We’re only a few days away from the celebrating America’s independence, a movement that started 240 years ago after colonists in what is now the eastern United States felt they could no longer be subject to the tyrannical thumb of England. It took a number of years and the loss of many lives in a bitter war to actually achieve independence, but July 4 is significant because it was on this day that the Declaration of Independence was formally signed by the Second Continental Congress in Philadelphia, Pennsylvania.
I’m guessing most folks won’t be thinking about our forefathers’ sacrifice as they’re water skiing, downing hot dogs, watching parades and gazing at fireworks. That’s okay, because declaring yourself to be free is usually seen as a celebratory event.
The sad thing, however, is that you don’t hear the words “Independence Day” uttered very much by people in conversations about the holiday. There are plenty of references to “the Fourth of July” like that date is magical and mystical. However, you would think using “Independence Day” was akin to naming Lord Voldemort out loud. It is not the holiday that cannot be named.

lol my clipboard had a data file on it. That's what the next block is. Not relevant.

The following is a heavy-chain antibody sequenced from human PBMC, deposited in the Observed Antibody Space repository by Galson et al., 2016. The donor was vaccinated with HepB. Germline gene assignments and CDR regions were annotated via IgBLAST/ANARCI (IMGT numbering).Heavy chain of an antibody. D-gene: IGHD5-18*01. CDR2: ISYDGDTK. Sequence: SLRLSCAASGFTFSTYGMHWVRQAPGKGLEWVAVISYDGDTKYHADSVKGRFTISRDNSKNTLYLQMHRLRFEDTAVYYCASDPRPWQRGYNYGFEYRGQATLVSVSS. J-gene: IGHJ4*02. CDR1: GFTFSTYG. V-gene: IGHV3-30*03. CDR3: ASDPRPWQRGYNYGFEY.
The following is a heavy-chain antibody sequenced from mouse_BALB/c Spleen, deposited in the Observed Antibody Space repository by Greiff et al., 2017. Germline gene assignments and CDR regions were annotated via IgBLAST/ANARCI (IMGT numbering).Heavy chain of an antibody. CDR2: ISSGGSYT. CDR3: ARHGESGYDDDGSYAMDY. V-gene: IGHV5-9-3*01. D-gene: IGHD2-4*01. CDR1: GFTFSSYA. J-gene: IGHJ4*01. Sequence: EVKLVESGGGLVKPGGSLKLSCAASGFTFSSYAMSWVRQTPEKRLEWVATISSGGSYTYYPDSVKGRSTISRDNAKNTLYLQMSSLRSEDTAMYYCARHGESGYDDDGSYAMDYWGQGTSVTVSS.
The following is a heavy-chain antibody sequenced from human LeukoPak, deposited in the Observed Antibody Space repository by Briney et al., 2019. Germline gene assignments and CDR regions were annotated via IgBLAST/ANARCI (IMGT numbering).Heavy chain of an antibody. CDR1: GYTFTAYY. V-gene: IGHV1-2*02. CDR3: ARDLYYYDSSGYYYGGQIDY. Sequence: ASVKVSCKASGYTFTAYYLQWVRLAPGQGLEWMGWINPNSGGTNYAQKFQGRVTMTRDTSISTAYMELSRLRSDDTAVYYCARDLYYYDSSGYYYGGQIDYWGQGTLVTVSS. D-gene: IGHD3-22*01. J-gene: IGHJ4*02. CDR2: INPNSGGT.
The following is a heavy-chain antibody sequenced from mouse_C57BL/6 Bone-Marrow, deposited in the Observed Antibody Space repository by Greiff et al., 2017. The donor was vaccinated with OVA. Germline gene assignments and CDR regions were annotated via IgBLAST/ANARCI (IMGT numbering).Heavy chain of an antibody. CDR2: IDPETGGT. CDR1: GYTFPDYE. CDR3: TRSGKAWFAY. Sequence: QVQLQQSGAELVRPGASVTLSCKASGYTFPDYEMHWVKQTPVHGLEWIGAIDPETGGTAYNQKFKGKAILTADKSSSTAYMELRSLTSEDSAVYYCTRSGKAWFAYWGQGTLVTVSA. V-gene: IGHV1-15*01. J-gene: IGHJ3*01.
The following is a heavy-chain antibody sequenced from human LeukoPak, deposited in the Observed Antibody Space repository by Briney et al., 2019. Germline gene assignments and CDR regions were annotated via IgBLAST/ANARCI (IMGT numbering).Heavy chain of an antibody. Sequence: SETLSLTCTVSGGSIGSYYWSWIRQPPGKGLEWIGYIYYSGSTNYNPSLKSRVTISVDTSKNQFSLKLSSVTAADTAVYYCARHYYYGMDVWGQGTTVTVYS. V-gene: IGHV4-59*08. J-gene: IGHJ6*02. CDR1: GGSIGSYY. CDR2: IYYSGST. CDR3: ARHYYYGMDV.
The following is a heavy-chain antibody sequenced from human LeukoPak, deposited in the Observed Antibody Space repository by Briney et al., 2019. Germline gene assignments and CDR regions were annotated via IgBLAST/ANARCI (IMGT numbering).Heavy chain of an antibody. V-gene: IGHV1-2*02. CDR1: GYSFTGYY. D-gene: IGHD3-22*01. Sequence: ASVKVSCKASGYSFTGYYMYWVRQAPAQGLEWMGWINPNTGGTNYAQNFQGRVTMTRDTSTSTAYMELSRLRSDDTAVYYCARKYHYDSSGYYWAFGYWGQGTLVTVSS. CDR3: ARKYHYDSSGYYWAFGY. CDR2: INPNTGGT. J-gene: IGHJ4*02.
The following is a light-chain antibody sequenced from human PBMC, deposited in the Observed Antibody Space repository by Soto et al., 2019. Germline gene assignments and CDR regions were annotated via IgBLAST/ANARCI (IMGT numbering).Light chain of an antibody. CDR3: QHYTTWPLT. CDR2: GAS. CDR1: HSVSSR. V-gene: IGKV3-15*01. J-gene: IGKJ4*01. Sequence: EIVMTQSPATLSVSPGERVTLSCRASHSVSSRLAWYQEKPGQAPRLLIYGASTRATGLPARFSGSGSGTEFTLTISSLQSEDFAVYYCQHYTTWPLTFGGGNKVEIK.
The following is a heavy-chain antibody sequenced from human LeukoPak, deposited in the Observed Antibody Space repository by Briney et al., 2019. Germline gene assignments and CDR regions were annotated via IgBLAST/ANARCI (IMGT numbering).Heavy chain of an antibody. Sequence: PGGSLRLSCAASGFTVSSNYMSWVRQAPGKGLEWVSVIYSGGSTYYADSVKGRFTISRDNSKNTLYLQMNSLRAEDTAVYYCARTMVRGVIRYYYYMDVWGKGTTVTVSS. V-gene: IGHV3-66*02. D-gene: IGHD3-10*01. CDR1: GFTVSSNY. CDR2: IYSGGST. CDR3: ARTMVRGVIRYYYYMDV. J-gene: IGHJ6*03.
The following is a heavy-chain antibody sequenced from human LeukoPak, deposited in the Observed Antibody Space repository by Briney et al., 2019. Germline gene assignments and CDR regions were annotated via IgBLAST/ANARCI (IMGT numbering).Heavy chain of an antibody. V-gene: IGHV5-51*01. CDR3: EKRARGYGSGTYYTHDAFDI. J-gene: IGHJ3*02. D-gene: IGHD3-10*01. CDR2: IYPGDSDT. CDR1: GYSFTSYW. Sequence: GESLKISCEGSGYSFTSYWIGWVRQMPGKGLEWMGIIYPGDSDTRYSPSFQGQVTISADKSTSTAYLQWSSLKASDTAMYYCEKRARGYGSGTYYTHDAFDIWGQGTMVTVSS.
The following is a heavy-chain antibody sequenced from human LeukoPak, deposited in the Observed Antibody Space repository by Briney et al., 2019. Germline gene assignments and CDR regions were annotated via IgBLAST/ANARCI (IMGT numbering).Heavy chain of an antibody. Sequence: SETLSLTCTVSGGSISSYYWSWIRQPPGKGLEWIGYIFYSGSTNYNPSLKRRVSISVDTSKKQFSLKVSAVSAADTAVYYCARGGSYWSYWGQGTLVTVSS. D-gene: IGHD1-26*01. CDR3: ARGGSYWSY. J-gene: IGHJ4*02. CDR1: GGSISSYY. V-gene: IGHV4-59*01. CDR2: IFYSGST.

It’s the latest side effect of a society that puts having a good time above all else. Forgetting the meaning of a holiday diminishes its meaning. It’s the same as assuming Memorial Day is the day to celebrate all of our veterans when it’s to commemorate the ones who have died defending freedom. It’s the same as assuming Thanksgiving is just a day to pig out on turkey and fall asleep watching football. It’s the same as assuming Christmas is a day for getting free stuff from your friends and family.
Wow. America really has forgotten the meaning of a lot of holidays, now that I think about it.
I’m not above having a good time on Independence Day. I like seeing the fireworks light up the night as I drop the roof on my convertible. Seeing all the red, white and blue on parade floats as they cruise by is a highlight for me and worth coming out on what is usually one of the hottest days of the year. At the same time, I’m proud to be an American, and I’m proud to be free, so I don’t think it’s too much to ask to call a spade a spade.
I’m probably not going to spend much time imagining frigid winters at Valley Forge and cannons firing across the American landscape, but I’m still going to call this holiday what it is, Independence Day, and I don’t think it’ll ruin anyone else’s good time to do the same. Not to sound like a parent, but try it; you’ll like it.
Now, somebody pass the mustard. My hot dog needs a bit of color.